Even Marc Andreessen has trouble attracting women to his $4 billion venture capital firm.
The venture capital titan said he has tried to hire an unnamed woman general partner to Andreessen Horowitz five times. Each time, she turned him down.
“They get so many offers,” he said in a Q&A with Fortune’s Dan Primack. “Because there are so few and the need is so intense, they get so many offers, that they’re just drowning in opportunity.”
It doesn’t help that the number of female VCs has actually shrunk. From 1999 to 2014, the number of women executives at venture capital firms decreased from 10 percent to 6 percent, according to research from Babson College.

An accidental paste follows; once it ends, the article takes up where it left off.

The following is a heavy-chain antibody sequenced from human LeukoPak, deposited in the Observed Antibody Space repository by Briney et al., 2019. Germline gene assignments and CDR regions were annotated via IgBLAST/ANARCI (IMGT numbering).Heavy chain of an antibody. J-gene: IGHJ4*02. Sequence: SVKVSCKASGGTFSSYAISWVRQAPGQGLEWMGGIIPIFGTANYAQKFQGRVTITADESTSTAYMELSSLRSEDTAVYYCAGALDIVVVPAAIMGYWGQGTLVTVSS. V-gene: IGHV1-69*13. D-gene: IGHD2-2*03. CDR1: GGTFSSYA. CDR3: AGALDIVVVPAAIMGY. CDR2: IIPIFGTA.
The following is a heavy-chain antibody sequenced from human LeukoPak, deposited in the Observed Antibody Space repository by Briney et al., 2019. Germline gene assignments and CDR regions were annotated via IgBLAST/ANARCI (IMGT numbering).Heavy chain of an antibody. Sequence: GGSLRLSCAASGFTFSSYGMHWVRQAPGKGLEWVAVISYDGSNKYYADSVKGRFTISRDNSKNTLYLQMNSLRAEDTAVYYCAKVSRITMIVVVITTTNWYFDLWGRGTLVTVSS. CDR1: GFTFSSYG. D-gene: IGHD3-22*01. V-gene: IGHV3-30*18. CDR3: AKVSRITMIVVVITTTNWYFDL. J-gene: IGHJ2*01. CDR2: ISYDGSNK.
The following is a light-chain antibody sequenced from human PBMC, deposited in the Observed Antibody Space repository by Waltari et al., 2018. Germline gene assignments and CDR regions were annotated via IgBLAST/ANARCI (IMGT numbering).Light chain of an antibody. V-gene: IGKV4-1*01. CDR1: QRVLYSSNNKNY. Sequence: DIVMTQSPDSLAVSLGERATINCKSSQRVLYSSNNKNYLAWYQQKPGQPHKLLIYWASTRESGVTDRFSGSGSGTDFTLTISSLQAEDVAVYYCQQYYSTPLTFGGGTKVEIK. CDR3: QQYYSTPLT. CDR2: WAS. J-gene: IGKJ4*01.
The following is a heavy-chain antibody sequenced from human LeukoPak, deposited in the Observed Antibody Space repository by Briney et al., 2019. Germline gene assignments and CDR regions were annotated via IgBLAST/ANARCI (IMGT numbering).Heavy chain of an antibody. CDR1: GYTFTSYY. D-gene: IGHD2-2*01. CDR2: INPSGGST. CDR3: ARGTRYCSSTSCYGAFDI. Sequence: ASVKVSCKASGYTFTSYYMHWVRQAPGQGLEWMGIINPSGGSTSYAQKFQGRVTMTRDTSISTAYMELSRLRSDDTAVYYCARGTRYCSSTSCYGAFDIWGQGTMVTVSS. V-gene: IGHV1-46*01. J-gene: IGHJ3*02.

Andreessen said women make up 52 percent of his 107-person staff. Promoting one of them may be the best way to elevate a woman to the company’s executive team.
“What we’ve been focusing on is two areas in particular: Pipeline, which is just to say increase the numbers, just more training, more experience, get more people coming up,” he said. “And the then the other is access, and what we think so much of the next step for people who get qualified is then do you know the right people? Are you able to get connected to the right opportunities at the right time?”
The dwindling pool of the female investors isn’t necessarily a completely bad sign for the industry. It could mean more highly experienced women are leaving the big firms counted in the Babson report and starting their own, according to Fast Company.
“We have to get more people rising up the ranks,” Andreessen said. “We have to get more executives.”
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